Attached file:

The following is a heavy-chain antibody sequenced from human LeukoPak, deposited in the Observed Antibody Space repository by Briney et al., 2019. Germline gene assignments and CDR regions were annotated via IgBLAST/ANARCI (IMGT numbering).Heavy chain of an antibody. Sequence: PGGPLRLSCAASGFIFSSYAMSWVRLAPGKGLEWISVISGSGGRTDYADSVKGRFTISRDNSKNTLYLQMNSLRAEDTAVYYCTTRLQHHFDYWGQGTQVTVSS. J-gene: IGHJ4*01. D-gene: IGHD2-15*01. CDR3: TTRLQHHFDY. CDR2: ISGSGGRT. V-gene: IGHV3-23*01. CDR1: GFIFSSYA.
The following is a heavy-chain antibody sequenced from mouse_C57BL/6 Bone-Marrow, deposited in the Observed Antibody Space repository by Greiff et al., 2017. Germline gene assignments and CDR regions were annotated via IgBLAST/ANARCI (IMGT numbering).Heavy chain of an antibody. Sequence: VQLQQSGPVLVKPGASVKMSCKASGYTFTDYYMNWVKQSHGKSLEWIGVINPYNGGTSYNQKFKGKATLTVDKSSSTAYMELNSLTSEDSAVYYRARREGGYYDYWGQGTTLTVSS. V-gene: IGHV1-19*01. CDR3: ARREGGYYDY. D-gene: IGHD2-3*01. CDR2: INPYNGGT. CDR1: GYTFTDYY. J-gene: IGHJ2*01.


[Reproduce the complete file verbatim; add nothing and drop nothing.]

The following is a heavy-chain antibody sequenced from human LeukoPak, deposited in the Observed Antibody Space repository by Briney et al., 2019. Germline gene assignments and CDR regions were annotated via IgBLAST/ANARCI (IMGT numbering).Heavy chain of an antibody. Sequence: PGGPLRLSCAASGFIFSSYAMSWVRLAPGKGLEWISVISGSGGRTDYADSVKGRFTISRDNSKNTLYLQMNSLRAEDTAVYYCTTRLQHHFDYWGQGTQVTVSS. J-gene: IGHJ4*01. D-gene: IGHD2-15*01. CDR3: TTRLQHHFDY. CDR2: ISGSGGRT. V-gene: IGHV3-23*01. CDR1: GFIFSSYA.
The following is a heavy-chain antibody sequenced from mouse_C57BL/6 Bone-Marrow, deposited in the Observed Antibody Space repository by Greiff et al., 2017. Germline gene assignments and CDR regions were annotated via IgBLAST/ANARCI (IMGT numbering).Heavy chain of an antibody. Sequence: VQLQQSGPVLVKPGASVKMSCKASGYTFTDYYMNWVKQSHGKSLEWIGVINPYNGGTSYNQKFKGKATLTVDKSSSTAYMELNSLTSEDSAVYYRARREGGYYDYWGQGTTLTVSS. V-gene: IGHV1-19*01. CDR3: ARREGGYYDY. D-gene: IGHD2-3*01. CDR2: INPYNGGT. CDR1: GYTFTDYY. J-gene: IGHJ2*01.